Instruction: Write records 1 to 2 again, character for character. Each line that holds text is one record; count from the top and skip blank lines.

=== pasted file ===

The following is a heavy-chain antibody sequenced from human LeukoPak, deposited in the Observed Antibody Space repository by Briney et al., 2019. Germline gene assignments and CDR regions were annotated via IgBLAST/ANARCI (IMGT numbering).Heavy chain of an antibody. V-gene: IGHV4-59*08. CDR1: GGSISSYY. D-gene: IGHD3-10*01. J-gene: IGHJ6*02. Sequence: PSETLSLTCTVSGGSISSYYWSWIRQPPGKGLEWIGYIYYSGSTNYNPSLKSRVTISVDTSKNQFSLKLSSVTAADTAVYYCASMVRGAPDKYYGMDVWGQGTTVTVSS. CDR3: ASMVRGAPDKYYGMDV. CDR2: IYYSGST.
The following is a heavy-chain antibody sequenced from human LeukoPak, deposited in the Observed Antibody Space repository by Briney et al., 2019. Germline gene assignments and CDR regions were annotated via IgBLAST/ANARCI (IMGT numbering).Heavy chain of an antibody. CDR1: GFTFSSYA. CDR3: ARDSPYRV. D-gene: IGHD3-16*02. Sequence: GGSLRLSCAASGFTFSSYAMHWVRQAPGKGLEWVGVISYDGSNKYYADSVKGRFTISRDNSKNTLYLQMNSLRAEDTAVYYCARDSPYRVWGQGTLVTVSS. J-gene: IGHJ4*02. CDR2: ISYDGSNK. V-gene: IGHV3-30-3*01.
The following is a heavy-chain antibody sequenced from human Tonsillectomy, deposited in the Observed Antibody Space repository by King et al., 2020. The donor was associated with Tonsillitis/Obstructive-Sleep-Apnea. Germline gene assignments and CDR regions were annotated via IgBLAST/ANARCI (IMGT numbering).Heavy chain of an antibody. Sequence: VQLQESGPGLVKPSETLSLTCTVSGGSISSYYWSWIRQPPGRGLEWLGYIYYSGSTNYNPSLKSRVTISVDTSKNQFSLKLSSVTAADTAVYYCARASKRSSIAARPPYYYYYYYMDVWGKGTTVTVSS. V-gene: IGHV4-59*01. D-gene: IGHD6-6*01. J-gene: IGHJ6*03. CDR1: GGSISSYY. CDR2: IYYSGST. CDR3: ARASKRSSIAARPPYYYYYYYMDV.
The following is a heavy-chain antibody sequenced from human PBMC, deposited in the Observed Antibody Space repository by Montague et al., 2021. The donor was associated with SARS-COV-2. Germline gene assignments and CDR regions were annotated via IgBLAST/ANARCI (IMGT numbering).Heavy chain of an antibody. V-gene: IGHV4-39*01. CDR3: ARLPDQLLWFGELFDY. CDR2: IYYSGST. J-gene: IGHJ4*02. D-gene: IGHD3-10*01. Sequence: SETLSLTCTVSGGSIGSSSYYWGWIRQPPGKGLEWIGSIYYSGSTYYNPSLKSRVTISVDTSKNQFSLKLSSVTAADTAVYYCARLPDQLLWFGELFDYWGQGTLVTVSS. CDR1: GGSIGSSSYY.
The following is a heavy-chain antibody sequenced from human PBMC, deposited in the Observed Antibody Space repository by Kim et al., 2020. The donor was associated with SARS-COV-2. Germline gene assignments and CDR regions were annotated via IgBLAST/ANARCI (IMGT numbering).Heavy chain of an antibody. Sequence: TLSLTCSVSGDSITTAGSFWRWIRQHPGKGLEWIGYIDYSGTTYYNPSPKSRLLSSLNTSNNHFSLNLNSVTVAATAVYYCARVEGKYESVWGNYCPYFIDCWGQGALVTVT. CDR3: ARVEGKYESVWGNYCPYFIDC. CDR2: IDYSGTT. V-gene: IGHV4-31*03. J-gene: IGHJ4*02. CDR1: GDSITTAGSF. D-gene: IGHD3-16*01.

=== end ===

The following is a heavy-chain antibody sequenced from human LeukoPak, deposited in the Observed Antibody Space repository by Briney et al., 2019. Germline gene assignments and CDR regions were annotated via IgBLAST/ANARCI (IMGT numbering).Heavy chain of an antibody. V-gene: IGHV4-59*08. CDR1: GGSISSYY. D-gene: IGHD3-10*01. J-gene: IGHJ6*02. Sequence: PSETLSLTCTVSGGSISSYYWSWIRQPPGKGLEWIGYIYYSGSTNYNPSLKSRVTISVDTSKNQFSLKLSSVTAADTAVYYCASMVRGAPDKYYGMDVWGQGTTVTVSS. CDR3: ASMVRGAPDKYYGMDV. CDR2: IYYSGST.
The following is a heavy-chain antibody sequenced from human LeukoPak, deposited in the Observed Antibody Space repository by Briney et al., 2019. Germline gene assignments and CDR regions were annotated via IgBLAST/ANARCI (IMGT numbering).Heavy chain of an antibody. CDR1: GFTFSSYA. CDR3: ARDSPYRV. D-gene: IGHD3-16*02. Sequence: GGSLRLSCAASGFTFSSYAMHWVRQAPGKGLEWVGVISYDGSNKYYADSVKGRFTISRDNSKNTLYLQMNSLRAEDTAVYYCARDSPYRVWGQGTLVTVSS. J-gene: IGHJ4*02. CDR2: ISYDGSNK. V-gene: IGHV3-30-3*01.